SEATTLE – Yesterday, His Excellency Akbar Al Baker, CEO of Qatar Airways was onsite at Boeing’s Delivery Center in Everett, WA to celebrate the handover of Qatar Airways Cargo’s maiden 747-8F (63199). The delivery of a second 140-tonne capacity nose-loading freighter is expected in November, and beyond that, QR Cargo’s rapidly growing freighter fleet will continue to expand. During an adjunct press conference following a signing ceremony for the -8F, Al Baker revealed the Doha-based airline has more 777Fs on order than have been publicly announced.
Currently, Qatar Airways Cargo maintains a sizeable fleet of twelve 777Fs, and eight A330-200Fs, and now a single 747-8F of its own. Just how many more 777Fs is QR Cargo expecting to add to its fleet? The airline has previously announced orders for four additional 777Fs, and yesterday, Al Baker added, “as a matter of fact, we have seven more 777-200LRFs to be delivered.” Additional orders for 747-8Fs meanwhile, are another matter.
Beyond the second 747-8F, Al Baker did not rule out additional 747 orders, referring to the two-unit order as an “introduction” of a new aircraft type, Al Baker called additional 747-8 orders a “possibility.” Although QR Cargo has never owned 747-8Fs of its own, the carrier is no stranger to 747-400F noseloader operations. In 2015, Qatar Airways ACMI-leased a 747-400BDSF (24998) from Turkey-based myCargo Airlines, which was eventually replaced with a production 747-400F noseloader, also ACMI-leased from myCargo. Then, beginning in June 2016, QR Cargo switched ACMI operators, and began leasing a 747-400F (29729) from Azerbaijan-based Silk Way West Airlines’ Italian subsidiary, SW Italia.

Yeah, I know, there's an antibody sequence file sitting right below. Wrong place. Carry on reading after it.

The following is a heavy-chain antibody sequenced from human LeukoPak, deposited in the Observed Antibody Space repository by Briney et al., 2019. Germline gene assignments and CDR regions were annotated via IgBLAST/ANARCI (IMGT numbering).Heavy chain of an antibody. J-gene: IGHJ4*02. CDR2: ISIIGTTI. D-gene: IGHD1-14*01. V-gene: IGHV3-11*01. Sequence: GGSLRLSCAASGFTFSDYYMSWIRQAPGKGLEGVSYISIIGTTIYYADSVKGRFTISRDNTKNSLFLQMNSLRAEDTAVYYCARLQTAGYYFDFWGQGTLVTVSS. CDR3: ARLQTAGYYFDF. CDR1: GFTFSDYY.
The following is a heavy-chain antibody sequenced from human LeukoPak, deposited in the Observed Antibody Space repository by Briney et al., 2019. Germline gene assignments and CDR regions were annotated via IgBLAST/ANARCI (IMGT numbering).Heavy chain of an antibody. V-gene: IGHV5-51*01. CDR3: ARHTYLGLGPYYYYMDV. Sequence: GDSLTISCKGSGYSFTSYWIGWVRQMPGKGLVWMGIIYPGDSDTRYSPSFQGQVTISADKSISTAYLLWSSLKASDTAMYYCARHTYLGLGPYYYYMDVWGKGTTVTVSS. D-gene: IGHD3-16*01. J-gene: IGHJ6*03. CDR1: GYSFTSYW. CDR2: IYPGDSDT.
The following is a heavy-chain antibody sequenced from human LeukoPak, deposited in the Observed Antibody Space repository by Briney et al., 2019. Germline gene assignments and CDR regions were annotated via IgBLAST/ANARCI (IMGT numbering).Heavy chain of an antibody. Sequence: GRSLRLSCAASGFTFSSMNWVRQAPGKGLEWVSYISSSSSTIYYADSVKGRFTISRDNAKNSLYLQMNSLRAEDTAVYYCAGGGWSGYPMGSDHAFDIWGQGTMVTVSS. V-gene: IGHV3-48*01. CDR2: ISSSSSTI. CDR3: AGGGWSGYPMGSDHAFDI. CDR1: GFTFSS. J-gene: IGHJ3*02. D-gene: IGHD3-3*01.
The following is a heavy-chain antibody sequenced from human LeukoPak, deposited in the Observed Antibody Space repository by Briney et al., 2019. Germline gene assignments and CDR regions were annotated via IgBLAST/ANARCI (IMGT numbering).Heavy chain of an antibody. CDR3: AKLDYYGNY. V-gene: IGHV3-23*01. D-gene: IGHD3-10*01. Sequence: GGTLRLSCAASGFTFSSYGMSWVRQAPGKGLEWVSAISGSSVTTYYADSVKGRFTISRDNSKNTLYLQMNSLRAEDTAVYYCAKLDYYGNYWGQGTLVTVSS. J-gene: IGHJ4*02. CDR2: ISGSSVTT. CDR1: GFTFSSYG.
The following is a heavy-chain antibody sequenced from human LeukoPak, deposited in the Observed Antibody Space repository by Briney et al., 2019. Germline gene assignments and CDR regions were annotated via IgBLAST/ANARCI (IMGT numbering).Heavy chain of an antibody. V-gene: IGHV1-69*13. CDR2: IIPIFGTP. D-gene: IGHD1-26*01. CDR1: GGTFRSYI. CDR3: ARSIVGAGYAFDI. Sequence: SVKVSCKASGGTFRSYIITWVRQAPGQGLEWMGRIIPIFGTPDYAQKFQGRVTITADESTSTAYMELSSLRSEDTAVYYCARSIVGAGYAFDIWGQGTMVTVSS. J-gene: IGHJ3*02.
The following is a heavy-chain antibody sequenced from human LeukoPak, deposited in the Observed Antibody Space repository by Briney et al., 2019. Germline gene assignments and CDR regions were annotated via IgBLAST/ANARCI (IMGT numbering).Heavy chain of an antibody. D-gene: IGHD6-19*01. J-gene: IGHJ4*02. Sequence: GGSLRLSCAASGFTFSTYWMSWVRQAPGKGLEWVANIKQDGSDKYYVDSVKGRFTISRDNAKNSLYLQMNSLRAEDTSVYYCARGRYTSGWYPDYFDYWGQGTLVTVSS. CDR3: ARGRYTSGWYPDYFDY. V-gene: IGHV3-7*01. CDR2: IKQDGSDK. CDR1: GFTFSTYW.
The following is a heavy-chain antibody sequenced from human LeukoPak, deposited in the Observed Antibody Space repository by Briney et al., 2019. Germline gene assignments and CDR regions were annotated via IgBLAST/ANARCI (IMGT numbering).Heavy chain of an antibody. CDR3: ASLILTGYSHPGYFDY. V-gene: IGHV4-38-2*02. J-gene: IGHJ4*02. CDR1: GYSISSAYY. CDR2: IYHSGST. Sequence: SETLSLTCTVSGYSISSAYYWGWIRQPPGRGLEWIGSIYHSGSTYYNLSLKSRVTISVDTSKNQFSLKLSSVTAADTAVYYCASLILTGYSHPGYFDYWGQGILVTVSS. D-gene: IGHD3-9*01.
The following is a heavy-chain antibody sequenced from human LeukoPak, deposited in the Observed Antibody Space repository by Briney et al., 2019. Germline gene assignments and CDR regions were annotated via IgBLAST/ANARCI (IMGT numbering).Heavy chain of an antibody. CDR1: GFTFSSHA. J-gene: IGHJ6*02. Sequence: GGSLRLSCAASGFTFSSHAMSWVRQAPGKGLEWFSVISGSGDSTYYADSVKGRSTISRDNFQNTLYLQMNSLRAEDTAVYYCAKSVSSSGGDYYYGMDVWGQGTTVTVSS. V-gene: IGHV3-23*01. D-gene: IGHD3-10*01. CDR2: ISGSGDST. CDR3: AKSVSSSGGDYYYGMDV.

It is unclear if QR Cargo will continue to ACMI-lease the 747-400F, or if the carrier plans to hand-off the recently delivered 747-8F to be operated on a CMI-basis by a carrier with a larger 747 fleet. Cargo Facts believes, however, that CMI operations are most likely, unless of course, QR Cargo adds more 747Fs to its fleet.
The cause of Qatar Airways’ sudden robust demand for freighter aircraft is two-fold. On one hand, the air freight demand has been growing at a double-digit rate across most trade lanes since the beginning of 2017, and the carrier has seen strong organic growth as a result. Another factor has been the ongoing blockade against exports to Qatar led by Saudi Arabia and its allies. Following what QR’s CEO vehemently refers to as the “illegal” blockade, Qatar Airways Cargo has seen volumes surge. June tonnage was up 160% y-o-y, as QR Cargo suddenly became “the main provider of fresh food, fish, medical supplies” and other commodities, said Al Baker.
Just how long will the blockade last? Qatar’s Foreign Minister Sheikh Mohammed bin Abdulrahman Al Thani has told journalists, “We can live forever like this.” With the additional freighter capacity, QR Cargo is also preparing for the long haul. And even if the blockade was suddenly lifted, and Qatar’s reliance on air imports diminished, Al Baker said his airline’s freighter order book would not be impacted.
Those interested in learning more about the demand for freighter aircraft, are invited to join us in Miami 2-4 October for the Cargo Facts Symposium. For more information, or to register, visit www.cargofactssymposium.com